The business of American politics: Ted Cruz tells it like it is


Photo by Sharon McCutcheon on Unsplash


“What the country needs is dirtier fingernails and cleaner minds”
– Will Rogers

Ted Cruz, Republican senator from Texas, has made an honest admission of dishonesty. In the Wall Street Journal, he warned CEOS opposed to Republican attempts to change voting regulations. No longer, he said, would Republicans look the other way when corporate bigwigs dodge taxes.

Republicans wouldn’t take corporate donations in exchange for “looking the other way”, Mr Cruz said. “We won’t look the other way on Coca-Cola’s $12 billion in back taxes owed. This time, when Major League Baseball lobbies to preserve its multibillion-dollar antitrust exception, we’ll say no thank you. This time, when Boeing asks for billions in corporate welfare, we’ll simply let the Export-Import Bank expire.”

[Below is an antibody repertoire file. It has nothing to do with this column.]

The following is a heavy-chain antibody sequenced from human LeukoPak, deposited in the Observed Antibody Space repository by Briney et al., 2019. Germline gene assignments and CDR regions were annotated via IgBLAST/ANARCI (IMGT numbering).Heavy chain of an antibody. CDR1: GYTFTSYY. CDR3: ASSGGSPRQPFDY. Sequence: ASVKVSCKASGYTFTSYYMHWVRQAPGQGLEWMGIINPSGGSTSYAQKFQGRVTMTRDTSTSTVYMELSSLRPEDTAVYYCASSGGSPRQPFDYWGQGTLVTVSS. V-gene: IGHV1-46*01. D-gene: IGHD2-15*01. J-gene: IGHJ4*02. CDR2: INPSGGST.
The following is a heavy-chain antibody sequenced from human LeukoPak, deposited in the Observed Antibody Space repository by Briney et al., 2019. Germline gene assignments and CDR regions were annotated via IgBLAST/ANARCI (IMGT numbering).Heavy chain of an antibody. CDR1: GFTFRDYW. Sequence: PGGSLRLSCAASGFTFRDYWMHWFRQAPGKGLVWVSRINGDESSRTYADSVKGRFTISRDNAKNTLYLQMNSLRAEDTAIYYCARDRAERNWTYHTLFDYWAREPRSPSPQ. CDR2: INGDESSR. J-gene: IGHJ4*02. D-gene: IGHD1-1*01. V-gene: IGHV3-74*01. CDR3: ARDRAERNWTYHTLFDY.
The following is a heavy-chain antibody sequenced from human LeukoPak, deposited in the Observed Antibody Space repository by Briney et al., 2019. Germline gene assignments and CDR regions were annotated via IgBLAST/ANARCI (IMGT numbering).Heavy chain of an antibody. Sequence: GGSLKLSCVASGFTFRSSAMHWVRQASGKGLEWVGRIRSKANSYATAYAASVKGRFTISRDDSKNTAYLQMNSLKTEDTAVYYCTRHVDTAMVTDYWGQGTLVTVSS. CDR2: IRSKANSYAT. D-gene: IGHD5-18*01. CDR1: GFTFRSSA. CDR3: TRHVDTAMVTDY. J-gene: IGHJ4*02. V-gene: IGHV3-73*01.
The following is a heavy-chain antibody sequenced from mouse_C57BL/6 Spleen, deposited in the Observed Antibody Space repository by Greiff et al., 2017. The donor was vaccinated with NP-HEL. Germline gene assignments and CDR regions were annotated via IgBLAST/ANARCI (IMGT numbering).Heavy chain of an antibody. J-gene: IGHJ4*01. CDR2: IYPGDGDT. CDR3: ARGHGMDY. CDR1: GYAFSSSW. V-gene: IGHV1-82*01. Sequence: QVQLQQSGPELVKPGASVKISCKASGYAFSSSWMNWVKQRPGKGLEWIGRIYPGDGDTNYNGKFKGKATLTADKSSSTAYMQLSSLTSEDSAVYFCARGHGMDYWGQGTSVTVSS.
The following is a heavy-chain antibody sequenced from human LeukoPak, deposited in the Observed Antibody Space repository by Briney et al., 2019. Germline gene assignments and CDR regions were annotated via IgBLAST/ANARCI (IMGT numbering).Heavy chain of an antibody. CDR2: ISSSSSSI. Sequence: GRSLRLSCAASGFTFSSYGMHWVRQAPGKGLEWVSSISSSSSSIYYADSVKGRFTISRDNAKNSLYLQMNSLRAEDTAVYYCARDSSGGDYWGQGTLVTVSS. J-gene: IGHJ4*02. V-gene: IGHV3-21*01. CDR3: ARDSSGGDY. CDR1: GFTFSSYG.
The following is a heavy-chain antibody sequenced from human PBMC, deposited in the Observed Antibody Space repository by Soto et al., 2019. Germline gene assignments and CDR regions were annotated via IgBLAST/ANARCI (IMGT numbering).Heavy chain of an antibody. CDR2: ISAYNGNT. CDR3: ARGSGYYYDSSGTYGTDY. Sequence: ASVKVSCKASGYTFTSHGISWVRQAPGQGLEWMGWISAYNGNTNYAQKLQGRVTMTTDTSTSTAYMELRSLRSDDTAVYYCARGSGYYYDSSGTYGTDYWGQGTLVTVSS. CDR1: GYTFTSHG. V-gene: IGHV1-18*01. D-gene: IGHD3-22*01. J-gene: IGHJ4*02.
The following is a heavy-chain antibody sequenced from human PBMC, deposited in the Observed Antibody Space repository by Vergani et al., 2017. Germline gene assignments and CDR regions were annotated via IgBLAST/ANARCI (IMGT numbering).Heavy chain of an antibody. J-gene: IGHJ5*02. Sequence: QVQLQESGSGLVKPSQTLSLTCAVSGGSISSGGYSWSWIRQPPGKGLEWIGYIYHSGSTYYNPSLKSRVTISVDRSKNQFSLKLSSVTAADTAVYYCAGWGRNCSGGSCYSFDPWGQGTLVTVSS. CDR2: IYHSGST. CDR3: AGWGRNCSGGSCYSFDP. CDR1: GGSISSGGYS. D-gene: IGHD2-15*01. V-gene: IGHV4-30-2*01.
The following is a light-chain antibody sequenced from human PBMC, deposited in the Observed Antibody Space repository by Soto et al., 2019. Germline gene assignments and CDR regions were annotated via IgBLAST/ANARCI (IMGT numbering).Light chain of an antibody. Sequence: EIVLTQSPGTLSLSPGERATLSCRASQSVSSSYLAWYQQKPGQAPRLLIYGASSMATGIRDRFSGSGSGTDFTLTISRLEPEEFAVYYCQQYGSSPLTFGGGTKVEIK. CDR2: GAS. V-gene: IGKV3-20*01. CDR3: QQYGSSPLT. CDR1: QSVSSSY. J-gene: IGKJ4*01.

It’s a remarkably explicit admission and Walter Shaub, former head of the Government Office of Ethics, recently helped explain the import of what we were hearing. Mr Shaub recently tweeted that this was probably the “most openly corrupt” message ever from the Senate.

“These crooks sell access,” he said, “Others have the sense not to admit it. This is why our republic is broken: Immoral politicians selling power we’ve entrusted to them like it’s theirs to sell.”

That is exactly right. Senator Cruz’s admission suggests that the power he and others are entrusted with is theirs to sell.

Well, it isn’t and it’s time they found out.